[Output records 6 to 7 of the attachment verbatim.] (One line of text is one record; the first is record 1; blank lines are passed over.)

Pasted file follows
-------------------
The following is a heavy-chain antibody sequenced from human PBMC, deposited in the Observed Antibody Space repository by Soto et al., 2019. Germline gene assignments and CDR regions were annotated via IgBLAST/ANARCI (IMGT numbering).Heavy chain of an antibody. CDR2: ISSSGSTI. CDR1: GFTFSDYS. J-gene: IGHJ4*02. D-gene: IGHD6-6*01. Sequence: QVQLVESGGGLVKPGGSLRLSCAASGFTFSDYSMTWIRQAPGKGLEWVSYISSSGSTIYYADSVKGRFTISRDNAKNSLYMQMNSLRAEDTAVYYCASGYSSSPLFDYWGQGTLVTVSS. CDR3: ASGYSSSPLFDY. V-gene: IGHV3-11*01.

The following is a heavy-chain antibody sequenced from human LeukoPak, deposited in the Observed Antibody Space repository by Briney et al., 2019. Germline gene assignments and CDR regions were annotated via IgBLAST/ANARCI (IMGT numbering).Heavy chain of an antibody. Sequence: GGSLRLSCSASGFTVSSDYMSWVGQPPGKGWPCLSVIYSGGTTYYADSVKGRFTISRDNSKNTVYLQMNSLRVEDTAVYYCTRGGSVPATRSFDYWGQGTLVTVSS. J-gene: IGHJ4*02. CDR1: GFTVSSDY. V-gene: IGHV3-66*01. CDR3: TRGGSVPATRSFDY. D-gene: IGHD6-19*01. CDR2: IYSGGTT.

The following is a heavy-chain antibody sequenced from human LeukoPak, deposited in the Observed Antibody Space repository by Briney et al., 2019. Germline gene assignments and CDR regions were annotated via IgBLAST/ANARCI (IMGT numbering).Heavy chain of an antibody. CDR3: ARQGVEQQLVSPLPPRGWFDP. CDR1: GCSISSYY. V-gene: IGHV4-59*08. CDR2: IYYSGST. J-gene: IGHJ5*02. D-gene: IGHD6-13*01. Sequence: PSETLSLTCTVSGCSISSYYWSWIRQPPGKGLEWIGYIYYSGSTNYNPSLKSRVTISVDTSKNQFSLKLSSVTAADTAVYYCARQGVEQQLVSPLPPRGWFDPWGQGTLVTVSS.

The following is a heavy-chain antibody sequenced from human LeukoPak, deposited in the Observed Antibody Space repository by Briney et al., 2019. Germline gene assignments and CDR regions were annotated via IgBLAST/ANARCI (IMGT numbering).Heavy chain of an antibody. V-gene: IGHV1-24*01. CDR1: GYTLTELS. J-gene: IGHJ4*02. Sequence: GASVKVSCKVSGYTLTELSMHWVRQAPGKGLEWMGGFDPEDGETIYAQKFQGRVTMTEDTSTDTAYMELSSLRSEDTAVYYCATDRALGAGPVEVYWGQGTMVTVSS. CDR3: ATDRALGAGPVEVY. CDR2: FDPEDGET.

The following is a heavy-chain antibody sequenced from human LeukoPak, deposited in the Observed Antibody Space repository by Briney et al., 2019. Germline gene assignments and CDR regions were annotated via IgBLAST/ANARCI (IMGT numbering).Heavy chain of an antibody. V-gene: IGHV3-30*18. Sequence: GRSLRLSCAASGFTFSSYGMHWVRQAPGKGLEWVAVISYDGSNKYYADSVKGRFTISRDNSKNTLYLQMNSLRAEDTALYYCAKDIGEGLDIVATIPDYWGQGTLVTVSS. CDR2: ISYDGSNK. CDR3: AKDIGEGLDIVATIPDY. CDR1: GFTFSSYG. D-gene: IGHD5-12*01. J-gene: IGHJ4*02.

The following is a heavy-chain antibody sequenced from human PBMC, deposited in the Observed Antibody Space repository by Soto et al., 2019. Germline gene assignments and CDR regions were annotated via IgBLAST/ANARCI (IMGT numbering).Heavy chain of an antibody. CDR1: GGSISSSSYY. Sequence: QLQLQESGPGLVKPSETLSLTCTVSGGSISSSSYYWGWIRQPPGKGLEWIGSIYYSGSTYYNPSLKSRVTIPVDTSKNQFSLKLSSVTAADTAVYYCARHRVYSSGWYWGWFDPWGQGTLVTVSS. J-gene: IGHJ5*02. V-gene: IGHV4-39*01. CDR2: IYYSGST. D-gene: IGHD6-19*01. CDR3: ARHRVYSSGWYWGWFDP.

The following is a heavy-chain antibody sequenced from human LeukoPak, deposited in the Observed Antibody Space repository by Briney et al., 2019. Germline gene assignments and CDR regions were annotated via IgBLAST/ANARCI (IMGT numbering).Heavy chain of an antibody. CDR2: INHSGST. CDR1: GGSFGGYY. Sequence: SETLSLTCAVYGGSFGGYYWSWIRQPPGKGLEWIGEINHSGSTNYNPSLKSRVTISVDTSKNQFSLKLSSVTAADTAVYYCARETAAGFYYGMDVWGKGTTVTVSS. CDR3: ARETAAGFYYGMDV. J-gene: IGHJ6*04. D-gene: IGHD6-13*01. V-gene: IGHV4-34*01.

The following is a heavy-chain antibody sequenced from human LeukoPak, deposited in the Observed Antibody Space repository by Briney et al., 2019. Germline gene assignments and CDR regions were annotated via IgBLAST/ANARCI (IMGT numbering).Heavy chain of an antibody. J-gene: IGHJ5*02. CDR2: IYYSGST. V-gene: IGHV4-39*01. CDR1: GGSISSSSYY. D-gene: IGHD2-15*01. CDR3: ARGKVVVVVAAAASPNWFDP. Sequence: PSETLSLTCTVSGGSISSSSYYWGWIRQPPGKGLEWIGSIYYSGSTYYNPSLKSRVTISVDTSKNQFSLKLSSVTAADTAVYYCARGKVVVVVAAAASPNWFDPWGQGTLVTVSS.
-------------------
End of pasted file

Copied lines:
The following is a heavy-chain antibody sequenced from human PBMC, deposited in the Observed Antibody Space repository by Soto et al., 2019. Germline gene assignments and CDR regions were annotated via IgBLAST/ANARCI (IMGT numbering).Heavy chain of an antibody. CDR1: GGSISSSSYY. Sequence: QLQLQESGPGLVKPSETLSLTCTVSGGSISSSSYYWGWIRQPPGKGLEWIGSIYYSGSTYYNPSLKSRVTIPVDTSKNQFSLKLSSVTAADTAVYYCARHRVYSSGWYWGWFDPWGQGTLVTVSS. J-gene: IGHJ5*02. V-gene: IGHV4-39*01. CDR2: IYYSGST. D-gene: IGHD6-19*01. CDR3: ARHRVYSSGWYWGWFDP.

The following is a heavy-chain antibody sequenced from human LeukoPak, deposited in the Observed Antibody Space repository by Briney et al., 2019. Germline gene assignments and CDR regions were annotated via IgBLAST/ANARCI (IMGT numbering).Heavy chain of an antibody. CDR2: INHSGST. CDR1: GGSFGGYY. Sequence: SETLSLTCAVYGGSFGGYYWSWIRQPPGKGLEWIGEINHSGSTNYNPSLKSRVTISVDTSKNQFSLKLSSVTAADTAVYYCARETAAGFYYGMDVWGKGTTVTVSS. CDR3: ARETAAGFYYGMDV. J-gene: IGHJ6*04. D-gene: IGHD6-13*01. V-gene: IGHV4-34*01.